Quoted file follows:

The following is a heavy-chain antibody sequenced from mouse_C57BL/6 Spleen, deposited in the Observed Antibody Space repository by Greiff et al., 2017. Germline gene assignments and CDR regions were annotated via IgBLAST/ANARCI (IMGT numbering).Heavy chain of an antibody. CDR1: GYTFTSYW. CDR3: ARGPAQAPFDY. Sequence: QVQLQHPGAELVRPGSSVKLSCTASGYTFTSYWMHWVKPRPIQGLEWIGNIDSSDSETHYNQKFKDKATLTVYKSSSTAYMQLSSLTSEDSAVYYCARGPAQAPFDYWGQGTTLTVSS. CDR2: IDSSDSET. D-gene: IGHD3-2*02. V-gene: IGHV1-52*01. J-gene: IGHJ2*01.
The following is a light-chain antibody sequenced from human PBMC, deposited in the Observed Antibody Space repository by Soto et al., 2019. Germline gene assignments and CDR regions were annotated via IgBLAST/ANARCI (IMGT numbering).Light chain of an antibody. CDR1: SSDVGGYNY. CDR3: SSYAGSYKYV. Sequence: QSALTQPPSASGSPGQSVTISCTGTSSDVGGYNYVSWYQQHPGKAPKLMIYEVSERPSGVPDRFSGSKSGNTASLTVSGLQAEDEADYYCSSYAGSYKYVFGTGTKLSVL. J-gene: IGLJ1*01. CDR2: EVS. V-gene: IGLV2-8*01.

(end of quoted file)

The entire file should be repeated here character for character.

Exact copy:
The following is a heavy-chain antibody sequenced from mouse_C57BL/6 Spleen, deposited in the Observed Antibody Space repository by Greiff et al., 2017. Germline gene assignments and CDR regions were annotated via IgBLAST/ANARCI (IMGT numbering).Heavy chain of an antibody. CDR1: GYTFTSYW. CDR3: ARGPAQAPFDY. Sequence: QVQLQHPGAELVRPGSSVKLSCTASGYTFTSYWMHWVKPRPIQGLEWIGNIDSSDSETHYNQKFKDKATLTVYKSSSTAYMQLSSLTSEDSAVYYCARGPAQAPFDYWGQGTTLTVSS. CDR2: IDSSDSET. D-gene: IGHD3-2*02. V-gene: IGHV1-52*01. J-gene: IGHJ2*01.
The following is a light-chain antibody sequenced from human PBMC, deposited in the Observed Antibody Space repository by Soto et al., 2019. Germline gene assignments and CDR regions were annotated via IgBLAST/ANARCI (IMGT numbering).Light chain of an antibody. CDR1: SSDVGGYNY. CDR3: SSYAGSYKYV. Sequence: QSALTQPPSASGSPGQSVTISCTGTSSDVGGYNYVSWYQQHPGKAPKLMIYEVSERPSGVPDRFSGSKSGNTASLTVSGLQAEDEADYYCSSYAGSYKYVFGTGTKLSVL. J-gene: IGLJ1*01. CDR2: EVS. V-gene: IGLV2-8*01.